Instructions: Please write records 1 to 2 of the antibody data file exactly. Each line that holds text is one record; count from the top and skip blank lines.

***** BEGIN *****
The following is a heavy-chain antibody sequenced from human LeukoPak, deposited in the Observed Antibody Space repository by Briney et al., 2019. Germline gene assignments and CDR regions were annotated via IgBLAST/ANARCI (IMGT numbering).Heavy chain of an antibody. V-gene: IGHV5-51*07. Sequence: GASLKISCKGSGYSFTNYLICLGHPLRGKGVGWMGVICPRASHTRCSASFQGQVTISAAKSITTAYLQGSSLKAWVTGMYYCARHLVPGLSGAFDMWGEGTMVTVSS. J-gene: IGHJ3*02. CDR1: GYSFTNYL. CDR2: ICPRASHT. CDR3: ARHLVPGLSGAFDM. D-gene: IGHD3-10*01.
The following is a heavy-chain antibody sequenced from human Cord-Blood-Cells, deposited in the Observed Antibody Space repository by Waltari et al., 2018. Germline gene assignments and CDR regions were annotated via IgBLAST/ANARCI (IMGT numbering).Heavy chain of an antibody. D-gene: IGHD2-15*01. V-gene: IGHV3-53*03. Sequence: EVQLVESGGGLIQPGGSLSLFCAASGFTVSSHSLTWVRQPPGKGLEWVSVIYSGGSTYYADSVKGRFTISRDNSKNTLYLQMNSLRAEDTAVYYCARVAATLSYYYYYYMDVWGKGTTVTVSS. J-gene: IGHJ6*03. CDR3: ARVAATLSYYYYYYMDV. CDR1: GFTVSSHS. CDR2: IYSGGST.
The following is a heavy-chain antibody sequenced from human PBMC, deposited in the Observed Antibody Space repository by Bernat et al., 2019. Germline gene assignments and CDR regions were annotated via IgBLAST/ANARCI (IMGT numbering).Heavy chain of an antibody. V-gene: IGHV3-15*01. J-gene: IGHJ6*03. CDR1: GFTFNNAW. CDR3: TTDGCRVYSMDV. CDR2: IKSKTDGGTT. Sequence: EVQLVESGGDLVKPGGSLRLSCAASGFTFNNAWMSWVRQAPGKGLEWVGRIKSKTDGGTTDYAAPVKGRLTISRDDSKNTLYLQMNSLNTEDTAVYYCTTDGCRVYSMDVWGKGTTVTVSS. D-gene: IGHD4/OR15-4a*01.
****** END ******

The following is a heavy-chain antibody sequenced from human LeukoPak, deposited in the Observed Antibody Space repository by Briney et al., 2019. Germline gene assignments and CDR regions were annotated via IgBLAST/ANARCI (IMGT numbering).Heavy chain of an antibody. V-gene: IGHV5-51*07. Sequence: GASLKISCKGSGYSFTNYLICLGHPLRGKGVGWMGVICPRASHTRCSASFQGQVTISAAKSITTAYLQGSSLKAWVTGMYYCARHLVPGLSGAFDMWGEGTMVTVSS. J-gene: IGHJ3*02. CDR1: GYSFTNYL. CDR2: ICPRASHT. CDR3: ARHLVPGLSGAFDM. D-gene: IGHD3-10*01.
The following is a heavy-chain antibody sequenced from human Cord-Blood-Cells, deposited in the Observed Antibody Space repository by Waltari et al., 2018. Germline gene assignments and CDR regions were annotated via IgBLAST/ANARCI (IMGT numbering).Heavy chain of an antibody. D-gene: IGHD2-15*01. V-gene: IGHV3-53*03. Sequence: EVQLVESGGGLIQPGGSLSLFCAASGFTVSSHSLTWVRQPPGKGLEWVSVIYSGGSTYYADSVKGRFTISRDNSKNTLYLQMNSLRAEDTAVYYCARVAATLSYYYYYYMDVWGKGTTVTVSS. J-gene: IGHJ6*03. CDR3: ARVAATLSYYYYYYMDV. CDR1: GFTVSSHS. CDR2: IYSGGST.